The Samaritan didn’t have “more” faith than the others. What he had was a real faith. The others had a professed but pretend faith. They sought the gift and not the giver; their healing rather than their healer; their restoration to their family rather than their restoration to God. The Samaritan had the faith the size of a mustard seed, but it was real faith, and Jesus honored his genuine faith by declaring “your faith has made you well” (or, “your faith has saved you”). Genuine faith produces a thankful heart, a grateful heart, a heart that is not proud, and a heart that is quick to extend mercy to others.
IV. This thankful faith ought to be merciful (vv. 3-4)
When someone sins against you, saying “I forgive you” isn’t always easy. Most of us don’t have too much trouble with forgiving an occasional offense, but Jesus presents an extreme example to drive home the point. Saying “I forgive you” and truly forgiving that person by never holding it against them again by wiping clean their record with you, is near impossible when the offenses pile up.
The disciples understood Jesus perfectly. In a sense, they said “That’s impossible! You’ve got to give us great faith to do that!” But Jesus responded that great faith is not necessary, only real faith, and real faith will prompt the simple and humble obedience of a servant attending to his master’s command. Jesus is saying that people who obtain mercy from God should overflow with mercy to others. Even to those who have sinned against us! If the one who sins against you repents and asks for forgiveness, then you must have mercy by giving forgiveness—full and free. Even if the same person sins against you again and again and again. If there is repentance, then there must be forgiveness—because God has forgiven you infinitely more. God mercy to you in forgiving your sins and restoring you to God’s favor is more than enough mercy in your life to overflow to those who sin against you.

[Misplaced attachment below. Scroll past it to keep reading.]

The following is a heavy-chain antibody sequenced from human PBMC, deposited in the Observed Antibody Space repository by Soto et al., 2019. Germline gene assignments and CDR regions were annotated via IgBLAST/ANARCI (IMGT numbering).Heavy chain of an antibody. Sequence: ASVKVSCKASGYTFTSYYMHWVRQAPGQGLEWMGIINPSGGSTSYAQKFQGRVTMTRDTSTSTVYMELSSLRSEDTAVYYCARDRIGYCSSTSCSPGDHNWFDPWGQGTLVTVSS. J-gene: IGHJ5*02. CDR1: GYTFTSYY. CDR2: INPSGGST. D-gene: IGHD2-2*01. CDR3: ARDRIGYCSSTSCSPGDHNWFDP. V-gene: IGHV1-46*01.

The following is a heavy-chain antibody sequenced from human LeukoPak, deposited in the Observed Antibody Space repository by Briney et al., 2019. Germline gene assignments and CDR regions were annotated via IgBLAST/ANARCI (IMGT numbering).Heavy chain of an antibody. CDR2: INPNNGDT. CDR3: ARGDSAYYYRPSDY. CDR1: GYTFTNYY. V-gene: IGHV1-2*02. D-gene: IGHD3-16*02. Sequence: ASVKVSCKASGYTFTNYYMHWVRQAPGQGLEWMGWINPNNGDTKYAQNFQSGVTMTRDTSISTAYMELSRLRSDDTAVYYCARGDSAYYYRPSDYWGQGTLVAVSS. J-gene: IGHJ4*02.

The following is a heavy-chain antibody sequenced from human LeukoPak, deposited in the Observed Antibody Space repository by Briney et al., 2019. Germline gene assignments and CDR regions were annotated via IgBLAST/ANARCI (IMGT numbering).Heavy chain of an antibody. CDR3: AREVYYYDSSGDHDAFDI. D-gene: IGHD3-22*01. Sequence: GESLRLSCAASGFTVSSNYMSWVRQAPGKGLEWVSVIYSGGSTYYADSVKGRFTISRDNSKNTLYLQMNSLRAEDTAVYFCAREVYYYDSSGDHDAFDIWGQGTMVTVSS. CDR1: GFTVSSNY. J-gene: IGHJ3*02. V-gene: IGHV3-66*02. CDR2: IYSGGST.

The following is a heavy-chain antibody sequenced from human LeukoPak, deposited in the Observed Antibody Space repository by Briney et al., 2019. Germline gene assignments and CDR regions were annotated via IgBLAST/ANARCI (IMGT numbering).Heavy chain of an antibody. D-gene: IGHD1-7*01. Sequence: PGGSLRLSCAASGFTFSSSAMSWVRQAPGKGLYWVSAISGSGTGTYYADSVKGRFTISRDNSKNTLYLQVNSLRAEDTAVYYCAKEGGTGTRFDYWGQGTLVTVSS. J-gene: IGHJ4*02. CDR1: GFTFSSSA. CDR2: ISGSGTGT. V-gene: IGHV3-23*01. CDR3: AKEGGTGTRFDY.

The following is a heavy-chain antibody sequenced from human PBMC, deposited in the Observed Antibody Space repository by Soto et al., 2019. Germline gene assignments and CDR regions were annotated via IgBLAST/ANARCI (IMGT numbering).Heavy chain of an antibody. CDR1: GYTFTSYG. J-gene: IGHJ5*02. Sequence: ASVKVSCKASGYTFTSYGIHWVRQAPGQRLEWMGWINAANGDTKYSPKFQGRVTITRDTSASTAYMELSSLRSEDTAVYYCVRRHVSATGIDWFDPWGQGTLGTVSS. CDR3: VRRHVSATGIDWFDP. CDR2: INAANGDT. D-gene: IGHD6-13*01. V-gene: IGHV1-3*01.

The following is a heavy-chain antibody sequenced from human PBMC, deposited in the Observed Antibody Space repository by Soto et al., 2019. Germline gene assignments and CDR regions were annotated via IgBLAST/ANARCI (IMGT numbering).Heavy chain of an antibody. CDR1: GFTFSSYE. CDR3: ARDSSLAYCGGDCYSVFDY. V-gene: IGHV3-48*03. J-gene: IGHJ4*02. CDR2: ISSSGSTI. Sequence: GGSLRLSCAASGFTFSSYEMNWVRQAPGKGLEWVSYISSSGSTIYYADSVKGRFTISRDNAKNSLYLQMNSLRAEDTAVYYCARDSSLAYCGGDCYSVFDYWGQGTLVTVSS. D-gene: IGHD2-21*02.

Apply to Thanksgiving holiday and difficult family dynamics that many face. Lots of strained and broken relationships due to sin in the recent and distant past.
V. Because woe to faith without mercy (vv. 1-2)
If you have a hard time forgiving because the sins against you don’t stop, or if there is no evidence of repentance, then you must return to the cross of Jesus to understand yourself rightly—as an undeserving sinner saved by the infinite grace of God poured out on you. It is only at the foot of the cross where you may find the mercy you need to mercifully forgive others. But if you resolve to hold a grudge or to retain the “moral high ground” by not absorbing the sin and extending mercy, then the “millstone woe” Jesus pronounces in Luke 17:2 hangs over you.
Conclusion – The way to be truly thankful is not dependent on the size of your annual Christmas gift budget, or the market fluctuations of your retirement account, or a good year at the office, or your health, or your family’s relative tranquility, or anything else that is trending up in your life. Being thankful is totally dependent on your thankfulness to God for the mercy you’ve received from Jesus Christ. Jesus found his strength in his heavenly Father to forgive and absorb your sin on the cross. True thankfulness always flows from the cross where we receive mercy for ourselves—more than enough for us to keep and give away. If you need to repent of your sin against someone this Thanksgiving, do so quickly. Don’t let another holiday go by without seeking forgiveness and reconciliation. If you look deep down inside and discover you don’t have it in you, then I hope you won’t be able to forget this sermon. Not until that emptiness drives you to your knees, to the foot of the cross begging God to bless you with his infinite mercy given to sinners who need forgiveness, the power to forgive, and hearts overflowing with thanksgiving.